Greenpeace has released a 35-page report detailing the environmental impacts of various data centers around the country, including those of Yahoo, Facebook, Twitter, Google, and Apple. The report, titled How Dirty is Your Data?, takes a look at the footprint that companies are leaving due to the massive amounts of energy they need to power their products and respond to the ever-increasing data demands from their customers.
“We expect these companies to play a pivotal role in ensuring we move to clean, safe renewable energy system and void future disasters like Fukishima,” the organizations IT policy analyst Gary Cook said.
Greenpeace’s investigation rated cloud companies on how open they were about their data centers, the infrastructure of the data centers themselves, and mitigation strategies. So, how did some of the more notable companies do?
- Greenpeace reasons that Facebook chose North Carolina for its $450 million data center because “cheap and dirty coal-powered electricity is abundant” there, as well as in the Midwest.
- Like most major companies, Facebook is privy to some generous tax breaks on its North Carolina facility. Over 10 years, the company will receive $17 million in local subsidies and tax breaks.
- The Forest City, North Carolina plant is powered by nuclear energy, of which there are a variety of concerns: How to deal with radioactive waste in the long-term, carbon emissions, expense, etc.
- Facebook “is reported to be” using a San Jose, California data center that is trying to eliminate the reliance on coal power and promotes using renewable energy sources. Despite this, the organization says it “appears to lack vision to become a company powered by clean energy.”
- Grades: Transparency – D, “Facebook has yet to provide any data on its energy consumption or related GHG emissions at either a corporate or facility level…”; Infrastructure siting – F, “Facebook’s first two siting decisions have led it to locations and utilities (Oregon and North Carolina) that rely on coal as the primary source of electricity, with nuclear a close second in North Carolina”; Mitigation – D, “…beyond efforts to improve electrical efficiency, Facebook has not provided any additional mitigation strategies.”
- Google is also guilty of building data centers in areas where cheap, coal-powered electricity is easy to come by.
- Google’s North Carolina data center is estimated to consume somewhere between 60 and 100MW. This facility will benefit from $212 million in tax breaks over 30 years.
- The company is in the process of purchasing a wind energy company in Iowa, and will retire the renewable energy credits it will earn from the deal.
- Google attempts to give incentives for clean energy choices and discourages against coal when possible; example: Data centers that rely on hydroelectricity, and a focus on creating more energy-efficient web servers.
- Grades: Transparency – F, “Google fails to disclose information on its energy use or GHG emissions”; Infrastructure siting – C, “While Google has built sizable data centres [sic] attached to clean energy sources…its recent investments in North Carolina, South Carolina, and Oklahoma indicate that tax incentives and access to inexpensive dirty energy make sense to Google”; Mitigation – B, “Google has played a useful role in advancing discussion within the sector by highlighting the energy efficiency measures of its data centres [sic].”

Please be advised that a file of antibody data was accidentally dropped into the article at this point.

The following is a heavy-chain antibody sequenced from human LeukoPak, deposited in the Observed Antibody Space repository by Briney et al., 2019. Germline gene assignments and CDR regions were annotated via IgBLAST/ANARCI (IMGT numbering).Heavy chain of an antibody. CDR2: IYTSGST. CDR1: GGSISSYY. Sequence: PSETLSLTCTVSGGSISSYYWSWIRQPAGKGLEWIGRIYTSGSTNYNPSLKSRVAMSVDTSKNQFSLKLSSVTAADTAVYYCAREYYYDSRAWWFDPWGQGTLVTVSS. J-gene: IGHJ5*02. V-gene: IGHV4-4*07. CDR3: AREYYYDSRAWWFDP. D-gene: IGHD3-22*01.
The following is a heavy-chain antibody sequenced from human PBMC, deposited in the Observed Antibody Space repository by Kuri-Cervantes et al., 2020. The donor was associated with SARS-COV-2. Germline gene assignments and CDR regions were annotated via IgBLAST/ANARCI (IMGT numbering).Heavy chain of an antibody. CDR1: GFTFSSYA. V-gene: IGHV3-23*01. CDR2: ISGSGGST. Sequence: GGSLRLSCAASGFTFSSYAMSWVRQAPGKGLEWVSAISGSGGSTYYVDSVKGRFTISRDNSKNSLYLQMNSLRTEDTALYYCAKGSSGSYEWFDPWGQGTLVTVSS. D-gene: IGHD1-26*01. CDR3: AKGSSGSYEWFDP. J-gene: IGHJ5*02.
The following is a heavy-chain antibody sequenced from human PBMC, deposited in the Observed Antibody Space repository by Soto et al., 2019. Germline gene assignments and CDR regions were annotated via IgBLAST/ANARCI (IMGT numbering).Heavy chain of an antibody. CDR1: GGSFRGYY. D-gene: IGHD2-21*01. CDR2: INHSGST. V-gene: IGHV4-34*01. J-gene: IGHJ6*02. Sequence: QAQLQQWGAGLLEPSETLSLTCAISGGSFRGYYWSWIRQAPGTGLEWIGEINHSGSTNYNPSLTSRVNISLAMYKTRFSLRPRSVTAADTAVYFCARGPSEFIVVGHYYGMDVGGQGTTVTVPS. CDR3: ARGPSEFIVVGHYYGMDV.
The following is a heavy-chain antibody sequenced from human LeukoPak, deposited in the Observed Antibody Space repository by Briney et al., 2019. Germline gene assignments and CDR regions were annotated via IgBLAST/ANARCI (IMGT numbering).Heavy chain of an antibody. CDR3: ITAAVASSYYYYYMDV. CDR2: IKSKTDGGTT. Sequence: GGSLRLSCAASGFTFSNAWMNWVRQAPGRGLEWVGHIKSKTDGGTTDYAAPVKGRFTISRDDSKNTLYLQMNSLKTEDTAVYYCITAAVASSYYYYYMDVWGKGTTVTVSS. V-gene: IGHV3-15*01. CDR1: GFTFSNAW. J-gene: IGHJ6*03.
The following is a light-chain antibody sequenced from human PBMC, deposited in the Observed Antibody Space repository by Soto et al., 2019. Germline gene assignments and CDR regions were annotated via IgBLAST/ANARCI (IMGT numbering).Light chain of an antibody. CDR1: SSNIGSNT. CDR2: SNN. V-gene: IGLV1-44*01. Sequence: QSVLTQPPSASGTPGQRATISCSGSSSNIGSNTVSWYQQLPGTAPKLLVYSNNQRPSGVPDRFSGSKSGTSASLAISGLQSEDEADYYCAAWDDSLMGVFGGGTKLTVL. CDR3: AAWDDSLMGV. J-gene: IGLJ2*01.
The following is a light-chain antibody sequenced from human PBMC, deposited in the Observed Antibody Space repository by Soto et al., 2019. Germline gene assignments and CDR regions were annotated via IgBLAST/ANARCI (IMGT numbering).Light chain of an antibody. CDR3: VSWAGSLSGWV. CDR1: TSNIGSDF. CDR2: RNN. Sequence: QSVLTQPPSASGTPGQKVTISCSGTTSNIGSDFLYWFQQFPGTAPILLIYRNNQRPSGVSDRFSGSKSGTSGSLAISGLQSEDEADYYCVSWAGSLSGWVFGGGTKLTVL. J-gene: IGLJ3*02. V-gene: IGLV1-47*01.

- The company aims to reduce carbon emissions from its data centers by 40-percent by 2014, with facilities based on renewable energy and improved design; like Google, Yahoo has a facility using hydroelectricity .
- Grades: Transparency – D, “Yahoo and the sector would be well served by its sharing of the metrics it is using to track its carbon reduction goals”; Infrastructure siting – B, “Yahoo’s recent data centre [sic] siting decisions have put [it] on a cleaner energy path”; Mitigation – C, “Yahoo should shift [its goal of 40-percent carbon reduction] to an absolute reduction target.”
- Apple is also guilty of using the cheap coal-powered electricity of the Midwest and North Carolina. Its new North Carolina facility is estimated to use 100MW of power.
- North Carolina will give Apple $46 million in tax breaks, plus it also will benefit from a 50-percent break in real estate taxes and 85-percent break in person property taxes.
- Grades: Transparency – C, “Although Apple has become increasingly transparent about the environmental footprint and operational performance of its products…it has not been as forthcoming on the current or expected impacts of its online products”; Infrastructure siting – F, “[Its iDataCenter in North Carolina] indicates a lack of a corporate commitment to clean energy supply for its cloud operations”; Mitigation – C, “Apple has not declared a renewable energy or greenhouse gas target to shape this commitment [to renewable energy and green power].”
- Twitter generates over 8 terabytes of data a day, and is only getting bigger
- Grades: Transparency – F, “Twitter does not participate in the Carbon Disclosure Project”; Infrastructure siting – F, “[Moving] from San Jose to Utah, which has an electric utility mix that is 97 percent fossil fuel-based as compared with 27 percent renewable, is a huge step backwards”; Mitigation – F, “A move to Utah’s coal intensive electricity grid means that Twitter has its work cut out for it to mitigate the footprint of its new facility.”
- How 3,000 streetlights turned San Diego into America’s smartest city
- In blow to coal industry, tech firms push for renewable energy
- The world’s first floating wind farm has already exceeded expectations
- Apple joins with Goldwind to bring solar energy to suppliers in China
- Scandinavian cool: Inside Facebook’s Arctic data center